SAN JOSE — Sharks defenseman Tim Heed figures there are at least a couple of reasons why he possesses such a blistering slap shot.
Heed spent countless hours practicing on a net at his home in his native Sweden since he was eight years old. But his dad, Jonas, also had a terrific shot that helped him play professionally in the Swedish League from the mid-1980s until the late 1990s.
“So I don’t know if it’s genetic or something,” Heed said, “but I’ve always worked on my shot.”
Heed’s shot, not to mention his hockey sense and playmaking ability, have helped him make a big impact with the Sharks organization since the start of last season.
After he signed with the Sharks as a free agent out of Sweden in May 2016, Heed registered 56 points in 55 games with the Barracuda last season.
Heed played in one game with the Sharks in 2016-17, but his NHL career essentially began this season. He made the Sharks out of training camp and stepped into the lineup three weeks ago as Paul Martin suffered an ankle injury and Dylan DeMelo was taken off the third defense pair.
Since then he’s put up six points in nine games — accounting for the only two goals Sharks defensemen have scored this year — and has made a noticeable difference on the first power play unit.
His early third period goal Monday against Toronto — a patented ‘Heed Howitzer’ from above the circle — gave the Sharks a lead they wouldn’t relinquish as they went on to an impressive 3-2 win.
Heed, 26, also assisted on Joe Pavelski’s second period goal and finished with a NHL career-high 21:06 of ice time.
“When I look at his game last night, I thought it was excellent,” Sharks coach Pete DeBoer said Tuesday. “There isn’t a whole lot I would change.”
The hockey net that Heed practiced on as a kid was actually two in one. There was a normal-sized net, and another bigger one behind it to stop pucks that were off target. He used a smooth surface on the ground to shoot from and stick-handle.
“Mostly every day when I was younger after school I went out and shot pucks,” Heed said. “You always want to improve and get better, aim better, get shots off quicker. It was a work in progress every day. Still working on it every day.”
It has definitely caught the eye of his teammates.
“He’s got a huge shot but I remember all last year, him just getting big time goals for us and making big time plays,” said Sharks center Ryan Carpenter, who spent the majority of 2016-17 in the AHL. Heed had 14 goals for the Barracuda last season when his shot earned the ‘howitzer’ moniker.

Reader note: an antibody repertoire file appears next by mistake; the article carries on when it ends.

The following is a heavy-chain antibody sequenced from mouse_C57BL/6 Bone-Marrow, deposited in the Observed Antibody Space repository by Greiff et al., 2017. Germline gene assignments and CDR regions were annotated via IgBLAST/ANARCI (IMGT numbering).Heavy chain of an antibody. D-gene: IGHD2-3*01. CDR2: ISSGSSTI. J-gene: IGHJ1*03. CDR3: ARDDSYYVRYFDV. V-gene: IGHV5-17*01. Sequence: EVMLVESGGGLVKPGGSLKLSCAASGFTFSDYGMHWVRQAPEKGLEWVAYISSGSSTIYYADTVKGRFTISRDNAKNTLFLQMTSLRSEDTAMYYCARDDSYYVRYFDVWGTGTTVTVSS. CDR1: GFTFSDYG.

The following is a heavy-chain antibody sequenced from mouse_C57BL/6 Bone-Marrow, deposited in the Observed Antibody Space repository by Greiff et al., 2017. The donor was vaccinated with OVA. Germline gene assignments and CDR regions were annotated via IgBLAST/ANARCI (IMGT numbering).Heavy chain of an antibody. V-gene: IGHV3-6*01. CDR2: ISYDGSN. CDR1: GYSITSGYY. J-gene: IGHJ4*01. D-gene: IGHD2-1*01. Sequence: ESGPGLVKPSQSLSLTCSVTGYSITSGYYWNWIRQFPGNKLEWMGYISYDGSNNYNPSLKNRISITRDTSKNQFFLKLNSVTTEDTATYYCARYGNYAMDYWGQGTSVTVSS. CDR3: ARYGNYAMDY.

“He sees the ice really well, plays a ton of minutes. It’s no surprise to see him doing what he’s doing here.”
Center Logan Couture thinks Heed might already have the biggest slap shot on the team, a huge weapon to have as the Sharks look to become more consistent with the man advantage.
“I think we’ve got to get him the puck more,” Couture said. “I think our power play still needs to be a little better. We’ve got to find ways to generate looks like we did last night.
“But (Heed’s) goal was setup by a nice drag by (Brent Burns). Right before that we used our middle to relieve the pressure and then we had a great look from Heeder. We need more of that.”
It’s the first time in recent memory the Sharks have had two defensemen on their first power play unit. Heed’s presence gives the group another right shot, and allows Burns a bit more freedom to roam away from the blue line, knowing he has another blueliner by his side.
“Usually, it’s only been me and (Pavelski) that have been righties,” Burns said. “When you use Pavs in that net front area, you don’t really want that. For me at the point, it’s great to have that right hand option and a lefty on the other side. It just creates so much more time.
“(Heed’s) got an unbelievable shot. He’s fast, he’s a great playmaker.”
Heed only became a defenseman like his father when was 16. His team at the time needed more defensemen and Heed told his coaches that he’d like to give it a try.
“Right now, I’m kind of happy I made the transition from forward to D,” said Heed, who was drafted two years later in 2010 by Anaheim in the fifth round.
Heed wasn’t ready to make the jump to North American hockey then. With a cannon of a slap shot, and other assets, he looks like a keeper now.
“Everything was new and I knew it was going to take a little bit of time,” Heed said of the transition. “But I think I improved every day, got better as the season went on last year and I still think I’m improving every day.”